Workers, including lab personnel, tend to develop their own internal lingo in professional settings, where colleagues often work alongside each other for years. While lab shorthand can be useful—and sometimes even entertaining—it’s no substitute for clear communication using well-defined terms, especially where lab safety is concerned.
In a prior post, we took a look at the history and early usage of the decibel, a humble and ubiquitous term that’s used in many conversations about noise safety in the lab. This time around we want to consider some of the ways decibel measurements are used in scientific situations. We’ll also cover some of the most common decibel abbreviations, which could figure into lab safety discussions concerning noise.
The Pressure of Sound
Decibels are used to measure sound in a surprising number of capacities. As we discussed previously, humans often perceive noise in terms of intensity. Particularly loud noise has been described, for example, as “a wall of sound.” Sound intensity or “sound pressure level” (SPL) is measured in decibels (dB). A measurement of 0 dB corresponds to an SPL of 0.0002 microbars, which is the point at which humans without hearing loss are able to perceive a sound.
Since our ears’ hearing capacity, as well as decibel measurements, increase logarithmically (by a factor of 10), 120 dB—which is beyond the noise safety level of 85 dBA, as determined by the Occupational Safety and Health Administration—describes a change in sound pressure level of compared to the 0 dB threshold level.
But the dB isn’t just used for measuring sound. For example, amateur radio is another place where decibels matter. Electronic and radio circuits must be able to handle signal levels that vary by many orders of magnitude. High frequency (HF) band signal strength is measured in S units, which correspond to a change in strength of between 5 and 6 dB. However, most amateur radios are not calibrated to the high degree necessary in modern lab equipment, and the standard change in signal strength of one S unit is generally considered to be 4 dB.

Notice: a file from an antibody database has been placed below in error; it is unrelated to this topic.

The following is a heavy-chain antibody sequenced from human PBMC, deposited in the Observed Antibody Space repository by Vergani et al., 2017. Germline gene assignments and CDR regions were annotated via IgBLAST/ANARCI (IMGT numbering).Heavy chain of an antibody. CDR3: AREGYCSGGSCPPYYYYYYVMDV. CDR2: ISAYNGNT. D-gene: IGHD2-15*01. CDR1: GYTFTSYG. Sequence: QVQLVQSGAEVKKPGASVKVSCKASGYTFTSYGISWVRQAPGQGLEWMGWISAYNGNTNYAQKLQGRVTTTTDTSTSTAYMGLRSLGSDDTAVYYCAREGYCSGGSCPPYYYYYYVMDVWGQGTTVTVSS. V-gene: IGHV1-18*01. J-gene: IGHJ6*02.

Sound and amateur radio are just two examples of decibels in action, but there are actually more uses. You will note that in many circumstances, the “dB” is followed by an additional abbreviation (as in the OSHA noise safety limit mentioned above). Such abbreviations indicate a specific reference value. For example, power levels are given in dBm, where “m” stands for milliwatt. Here, 0 dBm corresponds to 1 milliwatt of power, while 10 dBm correlates to 10 milliwatts. These reference numbers are frequently used to make system calculations easier and to indicate which capacity the dB measurement is being used in.
Noise Safety and dBA
The decibel suffix that occurs most frequently in our work at IonBench involves an appended “A”—written dBA, dBa, or dB(a). This stands for “adjusted” and is the relative noise safety level as perceived by the human ear. “A” refers to a necessary adjustment to reduce the decibel values of sounds at low frequencies, in comparison to unweighted decibels at higher frequencies. This adjustment is made because the human ear is less sensitive to low audio frequencies, especially below 1,000 Hz.
Talking Lab Safety
We hope you have found this decibel primer helpful. We know that sometimes the human perception of an indefinable “wall of sound” can make it difficult to discuss aspects of noise safety. Perhaps this overview of decibels can help facilitate internal lab discussions going forward, making lab safety conversations easier to have and to understand.
If you have further questions about decibels or the dedicated lab furniture we’ve crafted to minimize sound hazards in your lab, contact Tim Hawkins today at firstname.lastname@example.org or 888-669-1233.